Tuesday, September 13, 2005


Project Managers as Leaders

The biggest failure that I can see – with the limited knowledge we have right now – in FEMA’s response to Hurricane Katrina was a failure in leadership.

Now that a new director has been appointed at FEMA, we’ll see if he has what it takes to succeed.

How do we know if someone’s a leader? And do project managers need to be leaders?

Someone’s a leader if the people around her/him are willing to do their jobs at 100%. Some of the characteristics of a leader are:

  • Able to communicate vision
  • Able to develop strategies to reach that vision
  • Able to develop tactics to support those strategies
  • Able to create passion about that vision

Think about leaders like Martin Luther King, Jr., and John F. Kennedy. Both of these men had vision. They were both passionate about their visions. And they were able to get other people passionate enough to take action toward achieving those visions.

As project managers, we need to have a vision for every project – no matter how large or how small. And we need to communicate that vision to everyone around us. That’s a 360 degree radius.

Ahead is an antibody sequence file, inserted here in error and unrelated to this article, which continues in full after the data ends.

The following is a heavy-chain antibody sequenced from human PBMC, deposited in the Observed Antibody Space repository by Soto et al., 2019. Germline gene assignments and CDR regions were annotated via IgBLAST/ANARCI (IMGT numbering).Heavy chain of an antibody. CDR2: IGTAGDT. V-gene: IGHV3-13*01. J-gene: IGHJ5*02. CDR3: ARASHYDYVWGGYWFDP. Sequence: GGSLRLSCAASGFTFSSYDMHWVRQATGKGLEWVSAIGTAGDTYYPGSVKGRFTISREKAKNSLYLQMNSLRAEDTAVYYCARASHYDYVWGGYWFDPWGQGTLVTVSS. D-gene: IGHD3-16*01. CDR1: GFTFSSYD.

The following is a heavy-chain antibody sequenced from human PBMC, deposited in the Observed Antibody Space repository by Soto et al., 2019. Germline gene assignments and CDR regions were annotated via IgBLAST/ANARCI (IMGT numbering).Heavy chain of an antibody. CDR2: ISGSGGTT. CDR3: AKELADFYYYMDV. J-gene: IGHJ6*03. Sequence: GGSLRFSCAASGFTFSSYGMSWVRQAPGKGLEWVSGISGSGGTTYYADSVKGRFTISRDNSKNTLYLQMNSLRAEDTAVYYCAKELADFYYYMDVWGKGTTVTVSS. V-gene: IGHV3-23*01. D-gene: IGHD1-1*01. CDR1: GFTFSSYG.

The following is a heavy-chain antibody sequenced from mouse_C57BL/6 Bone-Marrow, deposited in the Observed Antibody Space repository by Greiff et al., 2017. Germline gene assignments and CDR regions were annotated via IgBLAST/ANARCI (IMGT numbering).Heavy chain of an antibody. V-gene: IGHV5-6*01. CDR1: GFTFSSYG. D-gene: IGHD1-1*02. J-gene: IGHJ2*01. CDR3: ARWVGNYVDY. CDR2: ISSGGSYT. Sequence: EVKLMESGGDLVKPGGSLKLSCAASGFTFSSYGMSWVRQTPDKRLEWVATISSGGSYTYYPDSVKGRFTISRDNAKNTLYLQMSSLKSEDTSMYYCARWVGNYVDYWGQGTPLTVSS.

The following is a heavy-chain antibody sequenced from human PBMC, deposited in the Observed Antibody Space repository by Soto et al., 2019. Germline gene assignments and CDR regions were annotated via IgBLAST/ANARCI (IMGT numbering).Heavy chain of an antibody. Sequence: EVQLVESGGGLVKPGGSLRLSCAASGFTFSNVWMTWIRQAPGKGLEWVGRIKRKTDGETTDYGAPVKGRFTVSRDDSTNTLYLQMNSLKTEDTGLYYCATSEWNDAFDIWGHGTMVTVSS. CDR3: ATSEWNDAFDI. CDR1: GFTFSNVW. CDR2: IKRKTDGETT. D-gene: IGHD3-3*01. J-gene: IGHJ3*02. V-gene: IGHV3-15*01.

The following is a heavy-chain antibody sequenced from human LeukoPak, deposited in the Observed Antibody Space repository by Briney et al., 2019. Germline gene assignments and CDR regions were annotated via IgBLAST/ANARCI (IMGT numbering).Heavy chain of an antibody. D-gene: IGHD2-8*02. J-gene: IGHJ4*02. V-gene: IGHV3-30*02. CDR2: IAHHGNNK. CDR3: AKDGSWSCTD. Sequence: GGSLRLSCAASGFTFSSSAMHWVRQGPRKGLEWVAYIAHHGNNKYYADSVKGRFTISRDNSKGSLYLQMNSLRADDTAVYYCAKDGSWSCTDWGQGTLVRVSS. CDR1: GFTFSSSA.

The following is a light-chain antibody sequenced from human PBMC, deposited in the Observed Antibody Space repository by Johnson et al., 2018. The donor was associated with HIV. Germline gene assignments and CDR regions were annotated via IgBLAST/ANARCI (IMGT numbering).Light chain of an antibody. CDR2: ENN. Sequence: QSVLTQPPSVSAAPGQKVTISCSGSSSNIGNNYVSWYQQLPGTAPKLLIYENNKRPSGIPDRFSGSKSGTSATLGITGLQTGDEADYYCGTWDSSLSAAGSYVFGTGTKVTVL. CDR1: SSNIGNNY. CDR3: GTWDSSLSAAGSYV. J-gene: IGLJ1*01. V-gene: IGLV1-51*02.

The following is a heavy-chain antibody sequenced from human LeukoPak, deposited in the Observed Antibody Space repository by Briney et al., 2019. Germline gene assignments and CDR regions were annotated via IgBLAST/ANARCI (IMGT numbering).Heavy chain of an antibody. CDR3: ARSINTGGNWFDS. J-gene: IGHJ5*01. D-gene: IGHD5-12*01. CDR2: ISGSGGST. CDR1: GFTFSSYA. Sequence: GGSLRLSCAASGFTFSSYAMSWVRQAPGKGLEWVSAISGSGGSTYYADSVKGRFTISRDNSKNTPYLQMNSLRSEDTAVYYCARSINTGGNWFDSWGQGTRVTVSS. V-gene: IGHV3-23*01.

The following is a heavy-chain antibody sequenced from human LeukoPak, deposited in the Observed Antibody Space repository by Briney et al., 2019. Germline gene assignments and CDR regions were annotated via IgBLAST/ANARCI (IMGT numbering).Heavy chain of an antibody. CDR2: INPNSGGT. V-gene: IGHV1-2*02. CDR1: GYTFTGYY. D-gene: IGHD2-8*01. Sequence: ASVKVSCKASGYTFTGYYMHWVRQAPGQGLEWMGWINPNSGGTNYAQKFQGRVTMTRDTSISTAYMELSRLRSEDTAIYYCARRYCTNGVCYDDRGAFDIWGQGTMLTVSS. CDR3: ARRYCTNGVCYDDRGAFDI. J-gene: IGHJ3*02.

Project managers are great at developing strategies and tactics – those are the tools of our trade. But do we create passion in other people for each of our projects?

Write a comment here and tell me how you create passion for your projects. I love to hear what you’re doing.


Anonymous S. Randall Westcott said...

One important point you failed to include is that leaders must be the kind of person one wants to follow! Passion and vision are two qualities that inspire a following but even if the “leader” has a great vision, and is real passionate about his/her vision if s/he can not earn the respect of others no one will follow.

S. Randall Westcott

Monday, July 02, 2007 9:00:00 AM  
Blogger Diana Lindstrom said...

Thank you, Randall, for your comment.

The idea that leaders have to be respected in order to be followed is interesting.

If the vision is clear enough, and the passion is easily felt, I have found that people will follow. The catch is that the vision has to be something that they believe in.

For example, President Bush II has a vision of the world he wants to live in. When we were so frightened on 9/11/01 by the terrorist attacks, most of us shared his vision. The vision of a world where we are never attacked again. So he became a leader.

Since then, we've learned more about his vision of the world he wants to live in. A world where all people share the same type of government - whether they want it or not.

Most of us do not share that vision, and he is no longer our leader. He's just the head of state for most people.

Did we respect him on 9/13/01? Not necessarily, but we shared his vision. And we followed him.

In summary, how many leaders throughout history have been known well enough to be respected? Julius Caesar? Napoleon? Churchill? Martin Luther King, Jr.? JFK?

Monday, July 02, 2007 3:22:00 PM  

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